The effects rapidly reversed in 2022, when mortgage interest rates leapt from historic lows. The resulting crash to buyer purchasing power removed monetary support for excessive home prices sought by sellers. Thus, the price decline which began in 2022 was easily anticipated.

In Spring 2023, home prices experienced a temporary seasonal bounce. However, prices resumed their decline across California’s major metros by Fall 2023.

Watch for these weakening trends in sales volume and pricing to continue in 2024.

Trade union dis-union

Real estate agents are still reeling from the November 2023 news of the $1.8 billion National Association of Realtors (NAR) lawsuit.

The lawsuit targeted industry-wide cooperative compensation rules which violate anti-trust law, namely:

  • preventing multiple listing services (MLS’s) from disclosing fee rates to consumers;
  • misleading buyers into thinking the buyers broker’s services are free for buyers;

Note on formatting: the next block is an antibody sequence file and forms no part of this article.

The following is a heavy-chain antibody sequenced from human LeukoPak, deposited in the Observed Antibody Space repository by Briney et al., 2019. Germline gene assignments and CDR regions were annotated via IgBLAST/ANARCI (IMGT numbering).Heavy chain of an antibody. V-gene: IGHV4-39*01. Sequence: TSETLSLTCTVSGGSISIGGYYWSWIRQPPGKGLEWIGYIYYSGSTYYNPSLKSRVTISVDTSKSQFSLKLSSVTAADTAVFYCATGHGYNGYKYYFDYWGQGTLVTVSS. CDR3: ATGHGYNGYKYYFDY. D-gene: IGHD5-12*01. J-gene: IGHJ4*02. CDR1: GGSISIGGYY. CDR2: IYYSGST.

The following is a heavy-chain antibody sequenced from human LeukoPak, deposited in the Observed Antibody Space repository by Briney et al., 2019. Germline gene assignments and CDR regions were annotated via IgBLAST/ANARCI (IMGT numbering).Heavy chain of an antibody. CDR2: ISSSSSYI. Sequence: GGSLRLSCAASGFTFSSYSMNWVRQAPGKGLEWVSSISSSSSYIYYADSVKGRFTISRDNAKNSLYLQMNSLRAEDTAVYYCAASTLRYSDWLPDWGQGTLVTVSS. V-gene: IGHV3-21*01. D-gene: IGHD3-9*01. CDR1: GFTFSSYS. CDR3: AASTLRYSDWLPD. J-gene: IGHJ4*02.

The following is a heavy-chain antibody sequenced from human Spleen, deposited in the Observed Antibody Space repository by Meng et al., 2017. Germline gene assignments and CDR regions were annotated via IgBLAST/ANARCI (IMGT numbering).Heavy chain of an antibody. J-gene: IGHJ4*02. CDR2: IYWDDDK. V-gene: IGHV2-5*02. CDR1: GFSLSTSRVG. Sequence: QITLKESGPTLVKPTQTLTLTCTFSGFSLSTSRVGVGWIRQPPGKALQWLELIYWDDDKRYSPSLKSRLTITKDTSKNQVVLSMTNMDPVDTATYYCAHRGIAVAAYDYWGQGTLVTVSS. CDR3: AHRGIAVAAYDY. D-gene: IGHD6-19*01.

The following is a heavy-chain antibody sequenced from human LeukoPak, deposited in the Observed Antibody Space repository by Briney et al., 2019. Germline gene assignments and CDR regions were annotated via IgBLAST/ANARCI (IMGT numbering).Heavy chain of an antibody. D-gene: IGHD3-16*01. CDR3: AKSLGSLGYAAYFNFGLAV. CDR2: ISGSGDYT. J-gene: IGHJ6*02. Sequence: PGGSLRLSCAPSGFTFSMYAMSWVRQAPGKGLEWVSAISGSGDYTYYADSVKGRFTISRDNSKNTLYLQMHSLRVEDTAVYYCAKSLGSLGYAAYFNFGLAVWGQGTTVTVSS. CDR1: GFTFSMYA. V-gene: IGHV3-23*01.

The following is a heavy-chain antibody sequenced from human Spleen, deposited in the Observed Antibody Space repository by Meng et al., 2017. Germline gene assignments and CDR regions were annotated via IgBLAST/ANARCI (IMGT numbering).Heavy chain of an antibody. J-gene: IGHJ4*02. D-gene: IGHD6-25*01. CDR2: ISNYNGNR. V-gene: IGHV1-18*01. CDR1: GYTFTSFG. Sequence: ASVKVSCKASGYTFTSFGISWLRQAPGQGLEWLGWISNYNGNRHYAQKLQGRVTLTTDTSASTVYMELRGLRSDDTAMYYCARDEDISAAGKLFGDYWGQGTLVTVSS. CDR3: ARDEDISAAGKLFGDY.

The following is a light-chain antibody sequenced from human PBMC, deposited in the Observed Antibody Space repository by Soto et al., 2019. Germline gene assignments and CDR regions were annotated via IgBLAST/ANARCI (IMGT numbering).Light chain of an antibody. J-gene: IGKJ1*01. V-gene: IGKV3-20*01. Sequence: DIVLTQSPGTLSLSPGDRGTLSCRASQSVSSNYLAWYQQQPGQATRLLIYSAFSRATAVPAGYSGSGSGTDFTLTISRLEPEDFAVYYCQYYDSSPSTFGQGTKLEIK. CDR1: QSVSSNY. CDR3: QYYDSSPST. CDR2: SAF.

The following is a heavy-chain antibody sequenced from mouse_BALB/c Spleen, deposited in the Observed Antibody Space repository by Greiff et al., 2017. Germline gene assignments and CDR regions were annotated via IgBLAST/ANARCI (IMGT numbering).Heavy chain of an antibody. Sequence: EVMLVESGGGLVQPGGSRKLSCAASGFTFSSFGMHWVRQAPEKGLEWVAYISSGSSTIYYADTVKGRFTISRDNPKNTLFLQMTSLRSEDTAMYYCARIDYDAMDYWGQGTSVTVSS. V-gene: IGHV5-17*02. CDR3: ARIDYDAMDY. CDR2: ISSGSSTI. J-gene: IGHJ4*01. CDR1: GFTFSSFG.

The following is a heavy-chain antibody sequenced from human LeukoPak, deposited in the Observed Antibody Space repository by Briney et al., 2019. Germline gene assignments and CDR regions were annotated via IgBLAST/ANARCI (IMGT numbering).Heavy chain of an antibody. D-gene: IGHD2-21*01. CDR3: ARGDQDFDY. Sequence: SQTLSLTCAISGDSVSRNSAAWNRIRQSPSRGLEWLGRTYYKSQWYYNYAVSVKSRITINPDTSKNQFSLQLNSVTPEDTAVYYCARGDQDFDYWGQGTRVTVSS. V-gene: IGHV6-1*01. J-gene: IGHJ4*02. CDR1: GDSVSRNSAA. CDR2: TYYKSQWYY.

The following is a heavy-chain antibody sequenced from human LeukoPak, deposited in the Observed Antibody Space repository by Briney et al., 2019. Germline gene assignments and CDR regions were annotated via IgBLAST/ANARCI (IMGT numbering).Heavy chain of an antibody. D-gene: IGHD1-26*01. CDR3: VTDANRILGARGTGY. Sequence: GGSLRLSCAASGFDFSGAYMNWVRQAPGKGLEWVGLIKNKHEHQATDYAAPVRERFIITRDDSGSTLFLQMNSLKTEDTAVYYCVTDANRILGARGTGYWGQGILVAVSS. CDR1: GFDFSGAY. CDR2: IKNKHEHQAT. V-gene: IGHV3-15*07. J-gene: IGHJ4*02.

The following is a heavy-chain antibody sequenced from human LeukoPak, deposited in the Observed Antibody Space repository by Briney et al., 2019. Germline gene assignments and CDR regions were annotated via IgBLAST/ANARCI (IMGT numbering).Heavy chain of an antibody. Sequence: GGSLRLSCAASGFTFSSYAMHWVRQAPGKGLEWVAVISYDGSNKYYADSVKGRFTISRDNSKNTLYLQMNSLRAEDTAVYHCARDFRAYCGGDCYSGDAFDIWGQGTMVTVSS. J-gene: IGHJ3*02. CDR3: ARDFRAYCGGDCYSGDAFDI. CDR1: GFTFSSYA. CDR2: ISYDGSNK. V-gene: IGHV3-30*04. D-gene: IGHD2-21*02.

• bundling the buyers and sellers brokers fees, which essentially positions the sellers broker to always control or collect both fees;
  • allowing buyers brokers to filter MLS listings based on the portion of the sellers’ fee rates offered to buyers agents; and
  • limiting lockbox access to NAR® members only, not all MLS participants in general.

With estimates about the lawsuit’s fallout ranging from 30% less agent fees annually to an 80% reduction in the agent workforce, some agents are beginning to panic.

Instead of panicking, NAR® and its members will be wise to look at how fees are structured, to avoid more lawsuits against big brokers (many of which are already in the works). This may include:

  • actually disclosing the buyers agents’ fee in a written buyer’s listing agreement at time the agency is undertaken; [See RPI Form 103]
  • openly advising the fee amount is negotiable by the buyer; and
  • forcing the local MLS to open participation, fully and without restrictions, for equal access by non-trade union members licensed by the DRE.